Bahrain protesters occupy Pearl Square; Libya, Yemen seethe

Saturday was poised to be the most decisive day of the nearly week-long confrontation in Bahrain between enraged protesters calling for major reforms and armed government security forces who repeatedly had shot at them. And it was — but for reasons no one expected. What some feared could be the most violent day of clashes in this strategic ally of America turned into a major victory for the protesters — at least for now. | 02/19/11 12:54:47 By - Nancy A. Youssef

Violent repression of protests rocks Libya, Bahrain, Yemen

Protesters clashed Friday with security forces in the Libyan capital of Tripoli and fought for control of key eastern cities in the most serious challenge to dictator Moammar Gadhafi's 42 years in power, according to witnesses, online posts and news reports. | 02/18/11 19:08:00 By - Jonathan S. Landay, Warren P. Strobel and Arwa Ibrahim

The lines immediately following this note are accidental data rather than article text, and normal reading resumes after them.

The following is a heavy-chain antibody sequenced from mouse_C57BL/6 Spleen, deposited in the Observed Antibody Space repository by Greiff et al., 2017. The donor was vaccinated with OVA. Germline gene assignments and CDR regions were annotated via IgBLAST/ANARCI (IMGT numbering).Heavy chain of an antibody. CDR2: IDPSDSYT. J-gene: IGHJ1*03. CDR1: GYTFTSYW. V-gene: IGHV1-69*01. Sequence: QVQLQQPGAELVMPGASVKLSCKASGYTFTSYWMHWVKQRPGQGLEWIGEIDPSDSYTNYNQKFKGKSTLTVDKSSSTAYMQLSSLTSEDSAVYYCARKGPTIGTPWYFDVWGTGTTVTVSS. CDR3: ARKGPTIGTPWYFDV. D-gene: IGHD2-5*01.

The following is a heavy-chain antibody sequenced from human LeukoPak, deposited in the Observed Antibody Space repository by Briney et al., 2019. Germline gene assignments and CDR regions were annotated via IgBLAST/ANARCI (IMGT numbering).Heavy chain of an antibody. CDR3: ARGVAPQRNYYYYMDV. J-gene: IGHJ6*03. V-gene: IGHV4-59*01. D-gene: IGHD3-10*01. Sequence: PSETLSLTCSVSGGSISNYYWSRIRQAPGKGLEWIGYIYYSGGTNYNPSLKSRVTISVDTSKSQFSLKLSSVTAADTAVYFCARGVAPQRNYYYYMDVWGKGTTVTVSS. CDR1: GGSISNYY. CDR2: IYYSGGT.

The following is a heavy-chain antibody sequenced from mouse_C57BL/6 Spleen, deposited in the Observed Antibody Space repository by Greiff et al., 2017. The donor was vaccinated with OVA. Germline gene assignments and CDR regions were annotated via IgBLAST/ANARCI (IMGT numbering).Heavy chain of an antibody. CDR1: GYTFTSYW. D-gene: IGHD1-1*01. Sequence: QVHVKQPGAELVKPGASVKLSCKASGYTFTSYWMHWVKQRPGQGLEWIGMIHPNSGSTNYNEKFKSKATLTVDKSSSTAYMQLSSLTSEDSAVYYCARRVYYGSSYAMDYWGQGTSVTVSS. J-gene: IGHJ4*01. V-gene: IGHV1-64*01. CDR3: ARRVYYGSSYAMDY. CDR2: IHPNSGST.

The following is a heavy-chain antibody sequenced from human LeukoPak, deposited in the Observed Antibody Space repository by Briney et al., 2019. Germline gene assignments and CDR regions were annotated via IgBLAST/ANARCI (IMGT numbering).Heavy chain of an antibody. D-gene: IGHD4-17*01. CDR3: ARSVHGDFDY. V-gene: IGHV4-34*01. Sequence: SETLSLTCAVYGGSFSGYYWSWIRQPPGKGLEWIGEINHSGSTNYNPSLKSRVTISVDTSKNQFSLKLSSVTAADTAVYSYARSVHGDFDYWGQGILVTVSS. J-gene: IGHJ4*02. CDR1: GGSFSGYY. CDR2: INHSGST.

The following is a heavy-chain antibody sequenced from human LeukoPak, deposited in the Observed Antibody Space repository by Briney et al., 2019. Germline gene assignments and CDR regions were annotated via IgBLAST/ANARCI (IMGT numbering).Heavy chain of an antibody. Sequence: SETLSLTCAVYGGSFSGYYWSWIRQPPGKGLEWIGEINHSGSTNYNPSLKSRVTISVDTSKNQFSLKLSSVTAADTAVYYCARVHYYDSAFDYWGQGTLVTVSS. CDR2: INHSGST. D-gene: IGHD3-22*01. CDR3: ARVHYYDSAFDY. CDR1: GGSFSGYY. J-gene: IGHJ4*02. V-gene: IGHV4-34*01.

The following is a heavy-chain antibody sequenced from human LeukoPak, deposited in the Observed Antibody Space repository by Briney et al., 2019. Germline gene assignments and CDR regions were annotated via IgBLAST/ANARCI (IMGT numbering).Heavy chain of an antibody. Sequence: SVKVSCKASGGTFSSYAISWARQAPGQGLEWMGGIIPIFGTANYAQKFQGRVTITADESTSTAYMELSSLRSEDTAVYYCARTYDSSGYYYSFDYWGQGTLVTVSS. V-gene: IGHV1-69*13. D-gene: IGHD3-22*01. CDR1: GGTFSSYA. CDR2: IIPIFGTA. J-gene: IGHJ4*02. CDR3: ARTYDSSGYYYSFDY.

Mideast violence spreads to home port of U.S. 5th Fleet

The toll of dead and injured from an overnight attack on peaceful protesters in Bahrain mounted Thursday, and with threats of new unrest in this strategic emirate, the United States faced a painful new foreign-policy dilemma in the home port of the U.S. Navy's 5th Fleet. | 02/17/11 19:20:00 By - Nancy Youssef, Warren P. Strobel and Jonathan S. Landay

Gaddafi next? Anti-government protests spread to Libya